- Once the dough is well-worked and not sticky, flatten it slightly into a pancake on the counter and sprinkle both sides with a bit more flour so that it won't stick to the counter. Continue flattening it with your hands like this and turning it over and flouring the other side until it is a flat circle about the size of a small plate. Then transfer it a large cookie tray that is lined with parchment paper. Sprinkle a bit more flour over the top and the place a second sheet of parchment over the top and use a rolling pin on top of that to flatten the dough out as thin as you can until it covers the entire cookie tray. Continue to move the top parchment sheet around -- and sprinkle flour as needed to keep it from sticking. Once you have a nice thin flat rectangle, use a fork to stab the entire surface about two hundred times or so. Then use a knife to score the matzah into six large crackers.
- Place the matzah into the middle of an oven preheated to 450 degrees. and bake it for about 13-15 minutes -- just until it starts to firm up, but has not yet browned. Remove from oven and let cool completely before storing in a a plastic bag. If making many days ahead, of when you plan to use it, keep it in the refrigerator.
I think these taste great without adding any salt, but if you are used to a fair amount of salt, you might want to sprinkle some salt on these right before putting them into the oven.
I also think they taste best right out of the oven -- but have found that several days later, you can reheat them in the oven right before serving them and they are just as good.
In essence as I understand this, back about 800 or so years ago, some rabbis got the idea, that out of an abundance of caution, beans and rice and other healthy plant-deprived foods that are clearly NOT chometz (one of the five special leavened grains) should be avoided on Passover. This tradition took hold in some, but not all geographic areas, and has now become a source of division amongst Jews from different places.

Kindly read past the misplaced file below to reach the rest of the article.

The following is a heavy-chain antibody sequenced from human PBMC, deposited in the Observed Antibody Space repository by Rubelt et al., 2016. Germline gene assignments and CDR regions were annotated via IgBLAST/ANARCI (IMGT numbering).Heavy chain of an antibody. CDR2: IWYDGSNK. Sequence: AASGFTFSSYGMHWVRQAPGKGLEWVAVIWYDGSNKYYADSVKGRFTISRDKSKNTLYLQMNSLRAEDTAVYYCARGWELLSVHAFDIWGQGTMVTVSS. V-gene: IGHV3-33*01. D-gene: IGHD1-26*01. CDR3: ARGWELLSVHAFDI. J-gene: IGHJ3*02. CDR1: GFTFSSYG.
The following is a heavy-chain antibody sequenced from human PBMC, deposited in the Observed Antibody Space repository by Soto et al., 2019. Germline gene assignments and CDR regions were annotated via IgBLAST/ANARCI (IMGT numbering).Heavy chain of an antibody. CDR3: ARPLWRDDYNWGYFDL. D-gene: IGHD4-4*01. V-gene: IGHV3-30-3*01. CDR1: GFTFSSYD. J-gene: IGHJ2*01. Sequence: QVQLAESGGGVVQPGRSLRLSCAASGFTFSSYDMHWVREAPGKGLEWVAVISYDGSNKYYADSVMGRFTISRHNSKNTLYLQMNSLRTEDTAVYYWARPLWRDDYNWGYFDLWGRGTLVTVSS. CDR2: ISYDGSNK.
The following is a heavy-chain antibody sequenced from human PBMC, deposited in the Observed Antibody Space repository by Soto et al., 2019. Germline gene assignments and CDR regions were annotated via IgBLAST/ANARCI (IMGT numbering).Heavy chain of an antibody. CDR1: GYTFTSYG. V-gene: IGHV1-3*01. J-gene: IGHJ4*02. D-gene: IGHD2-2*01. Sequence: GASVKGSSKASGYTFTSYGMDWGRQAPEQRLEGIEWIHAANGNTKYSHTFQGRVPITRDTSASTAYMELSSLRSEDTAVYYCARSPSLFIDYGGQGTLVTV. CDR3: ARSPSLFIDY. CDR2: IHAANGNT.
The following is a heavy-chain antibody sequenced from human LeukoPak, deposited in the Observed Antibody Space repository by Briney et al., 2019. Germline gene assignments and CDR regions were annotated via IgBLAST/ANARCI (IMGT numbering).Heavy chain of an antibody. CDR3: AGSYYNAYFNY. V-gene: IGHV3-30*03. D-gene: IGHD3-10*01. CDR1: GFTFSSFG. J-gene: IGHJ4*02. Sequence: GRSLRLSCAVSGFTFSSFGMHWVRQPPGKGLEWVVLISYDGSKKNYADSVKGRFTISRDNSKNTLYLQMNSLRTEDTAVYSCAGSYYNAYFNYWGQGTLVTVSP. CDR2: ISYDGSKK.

It appears to me that Chabad's only concern about this custom is the fact that it divides Jews. But they completely ignore an important problem here, namely that this custom has the additional consequence of encouraging and increasing consumption of meat, dairy and eggs (all of which they do consider Kosher for Passover).
There are several problems with this:
1) Environmental organizations have stated that animal agriculture is a major cause of the most serious environmental problems facing humanity today,
2) In order to obtain meat, dairy and eggs, humans must engage in the practice of making other beings into, "chattel property" and "owning" them, which seems contrary to the spirit of Passover.
3) Eating meat, dairy and eggs, has been clearly shown to contribute to heart disease, high blood pressure, diabetes, and many cancers -- the leading causes of death and disability in the Western world today.
4) Rearing animals for food, means large amounts of grain and beans get fed to animals -- a very inefficient use of resources (it takes many pounds of grain to produce a single pound of meat) contributing to food insecurity for the poorest humans, while 70% of grain grown is for animal feed. Also while many areas of the US experience drought, the major use of water is for animal agriculture.
I think it is time that Jews speak up, and encourage religious leaders to address this glaring hypocrisy that undermines many of the important ideas that Torah appears to embrace: feeding the hungry, healing the world, protecting human health, compassion for animals, and taking care of G-d's creation.